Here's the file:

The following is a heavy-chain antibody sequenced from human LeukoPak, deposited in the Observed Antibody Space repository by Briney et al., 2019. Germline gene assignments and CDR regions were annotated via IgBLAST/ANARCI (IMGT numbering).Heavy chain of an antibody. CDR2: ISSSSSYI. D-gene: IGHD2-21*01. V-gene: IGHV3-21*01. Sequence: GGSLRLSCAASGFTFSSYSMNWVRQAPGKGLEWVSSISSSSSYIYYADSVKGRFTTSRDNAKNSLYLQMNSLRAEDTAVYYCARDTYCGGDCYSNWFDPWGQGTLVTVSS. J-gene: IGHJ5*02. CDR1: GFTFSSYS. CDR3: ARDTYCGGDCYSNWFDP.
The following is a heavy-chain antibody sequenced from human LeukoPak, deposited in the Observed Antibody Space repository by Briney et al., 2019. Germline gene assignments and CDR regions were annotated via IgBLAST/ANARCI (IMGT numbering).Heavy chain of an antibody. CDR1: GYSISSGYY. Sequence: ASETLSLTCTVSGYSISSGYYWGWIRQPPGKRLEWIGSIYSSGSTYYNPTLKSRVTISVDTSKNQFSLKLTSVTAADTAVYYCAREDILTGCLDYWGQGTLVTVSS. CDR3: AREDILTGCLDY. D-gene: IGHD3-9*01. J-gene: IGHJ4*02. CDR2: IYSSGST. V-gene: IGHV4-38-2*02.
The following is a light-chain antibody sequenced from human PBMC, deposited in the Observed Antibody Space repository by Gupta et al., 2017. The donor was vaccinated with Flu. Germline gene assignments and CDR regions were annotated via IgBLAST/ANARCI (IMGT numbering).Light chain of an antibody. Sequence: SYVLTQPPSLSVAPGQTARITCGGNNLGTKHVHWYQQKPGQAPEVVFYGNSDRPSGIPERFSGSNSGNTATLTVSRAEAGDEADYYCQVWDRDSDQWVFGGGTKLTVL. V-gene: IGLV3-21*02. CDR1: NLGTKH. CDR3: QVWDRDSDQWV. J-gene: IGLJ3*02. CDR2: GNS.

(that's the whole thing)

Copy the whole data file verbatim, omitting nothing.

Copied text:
The following is a heavy-chain antibody sequenced from human LeukoPak, deposited in the Observed Antibody Space repository by Briney et al., 2019. Germline gene assignments and CDR regions were annotated via IgBLAST/ANARCI (IMGT numbering).Heavy chain of an antibody. CDR2: ISSSSSYI. D-gene: IGHD2-21*01. V-gene: IGHV3-21*01. Sequence: GGSLRLSCAASGFTFSSYSMNWVRQAPGKGLEWVSSISSSSSYIYYADSVKGRFTTSRDNAKNSLYLQMNSLRAEDTAVYYCARDTYCGGDCYSNWFDPWGQGTLVTVSS. J-gene: IGHJ5*02. CDR1: GFTFSSYS. CDR3: ARDTYCGGDCYSNWFDP.
The following is a heavy-chain antibody sequenced from human LeukoPak, deposited in the Observed Antibody Space repository by Briney et al., 2019. Germline gene assignments and CDR regions were annotated via IgBLAST/ANARCI (IMGT numbering).Heavy chain of an antibody. CDR1: GYSISSGYY. Sequence: ASETLSLTCTVSGYSISSGYYWGWIRQPPGKRLEWIGSIYSSGSTYYNPTLKSRVTISVDTSKNQFSLKLTSVTAADTAVYYCAREDILTGCLDYWGQGTLVTVSS. CDR3: AREDILTGCLDY. D-gene: IGHD3-9*01. J-gene: IGHJ4*02. CDR2: IYSSGST. V-gene: IGHV4-38-2*02.
The following is a light-chain antibody sequenced from human PBMC, deposited in the Observed Antibody Space repository by Gupta et al., 2017. The donor was vaccinated with Flu. Germline gene assignments and CDR regions were annotated via IgBLAST/ANARCI (IMGT numbering).Light chain of an antibody. Sequence: SYVLTQPPSLSVAPGQTARITCGGNNLGTKHVHWYQQKPGQAPEVVFYGNSDRPSGIPERFSGSNSGNTATLTVSRAEAGDEADYYCQVWDRDSDQWVFGGGTKLTVL. V-gene: IGLV3-21*02. CDR1: NLGTKH. CDR3: QVWDRDSDQWV. J-gene: IGLJ3*02. CDR2: GNS.